The only way to get the most benefit and trouble-free service out of your restaurant equipment is to perform regular maintenance. Regular maintenance, which includes cleaning, will keep everything functioning in good working order and can catch minor malfunctions or worn out parts before they cause expensive breakdowns. Regardless of the type of equipment, there are 10 maintenance-related tasks that you need to do for every piece of restaurant equipment that you own.
Reference The Owner’s Manual
The first place you should look for proper maintenance procedures for your specific pieces of restaurant equipment is the owner’s manual, which comes with the equipment. Generalized tips from an article on the internet are all well and good, but the owner’s manual will tell you specifically what needs to be done to keep your equipment in tip-top shape. Most manufacturers’ websites have downloadable versions of manuals, and the manufacturers should have manuals for older or discontinued models, too.
Fill Out and Return the Warranty Card
The only way to gain the benefits of manufacturers’ warranties for new restaurant equipment, which usually include x-number of years in free parts and labor, is to fill out the warranty card and return it to the manufacturer. You usually have about a month after delivery to get the warranty card filled out and returned, so don’t put it off.
Educate employees on the proper use of the equipment.
Misuse and abuse are among the leading causes of restaurant equipment malfunction, and most warranties will not cover repairs resulting from misuse. Teach employees how to properly use, clean and maintain your food service equipment to keep everything up and running and eliminate the amount of money you have to spend on non-warranty issues.
Clean all restaurant equipment daily.
Daily cleaning is perhaps the most important maintenance tip for restaurant equipment. Daily cleaning prevents dirt, grime and food scraps from building up and causing damage to the machine’s components. Having clean restaurant equipment is something health inspectors look for, too. » Learn More about What Health Inspectors Look For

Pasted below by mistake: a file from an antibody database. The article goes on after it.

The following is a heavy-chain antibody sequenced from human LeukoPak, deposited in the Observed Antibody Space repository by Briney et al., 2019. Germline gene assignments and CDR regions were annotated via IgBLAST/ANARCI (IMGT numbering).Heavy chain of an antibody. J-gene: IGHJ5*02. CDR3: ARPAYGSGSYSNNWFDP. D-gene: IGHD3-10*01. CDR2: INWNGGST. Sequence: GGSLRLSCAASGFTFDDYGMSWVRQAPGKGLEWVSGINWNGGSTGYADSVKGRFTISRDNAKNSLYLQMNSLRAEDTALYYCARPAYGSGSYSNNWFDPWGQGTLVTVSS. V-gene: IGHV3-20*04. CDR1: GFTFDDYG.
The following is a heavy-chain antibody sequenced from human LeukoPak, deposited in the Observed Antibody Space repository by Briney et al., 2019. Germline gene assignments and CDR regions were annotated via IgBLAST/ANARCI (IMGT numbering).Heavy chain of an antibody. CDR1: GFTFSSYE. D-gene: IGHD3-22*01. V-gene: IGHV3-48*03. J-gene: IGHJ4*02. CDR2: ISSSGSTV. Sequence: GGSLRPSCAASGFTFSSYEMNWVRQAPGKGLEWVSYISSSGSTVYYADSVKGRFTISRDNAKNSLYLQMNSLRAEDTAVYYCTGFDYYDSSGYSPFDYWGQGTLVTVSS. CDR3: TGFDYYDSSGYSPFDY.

Perform thorough cleaning on a regular basis.
Either weekly, monthly or semi-annually, depending on the piece of equipment, there are deeper cleaning procedures that need to be followed. The purpose of more thorough cleaning is to get those places that are hard to reach or to just tackle the grime that accumulates over time.
Regularly inspect your restaurant equipment.
Any time you perform a thorough cleaning on your restaurant equipment, inspect any moving parts, utility connections and other components for wear, tear and leaks. Catching and correcting small maintenance issues early (like a water leak caused by a loose hose fitting) can save you from more expensive repairs in the future. You can even set up a service contract with a local manufacturer-authorized agent and have them inspect your equipment.
Replace broken or worn out parts.
Over time, parts just wear out and need to be replaced. If something appears worn out, better to replace the worn out part soon before it causes serious problems. Contact a FoodServiceWarehouse.com Account Manager for assistance.
Be careful with do-it-yourself fixes.
One way to save money on restaurant equipment repairs is to simply fix it yourself. If the equipment is new, fixing things yourself may void the warranty, so be sure to read the warranty and know what you can and cannot do yourself. Even if the equipment is not under warranty, overly complex repairs should still be performed by an authorized service agent.
Follow chemical instructions.
Whether the chemicals you are using are meant to clean the piece of equipment or the equipment uses chemicals itself, like a commercial dishwasher, be sure to read and follow the instructions on the labels. Improperly mixing to the wrong chemical concentration can be dangerous to your employees and damaging to your equipment.
Properly care for stainless steel.
Restaurant equipment is manufactured primarily out of stainless steel. Despite its name, stainless steel can become stained, tarnished or corroded if not properly cared for, so be sure to use mild detergents, soft cloths and wash with the grain when cleaning your food service equipment.
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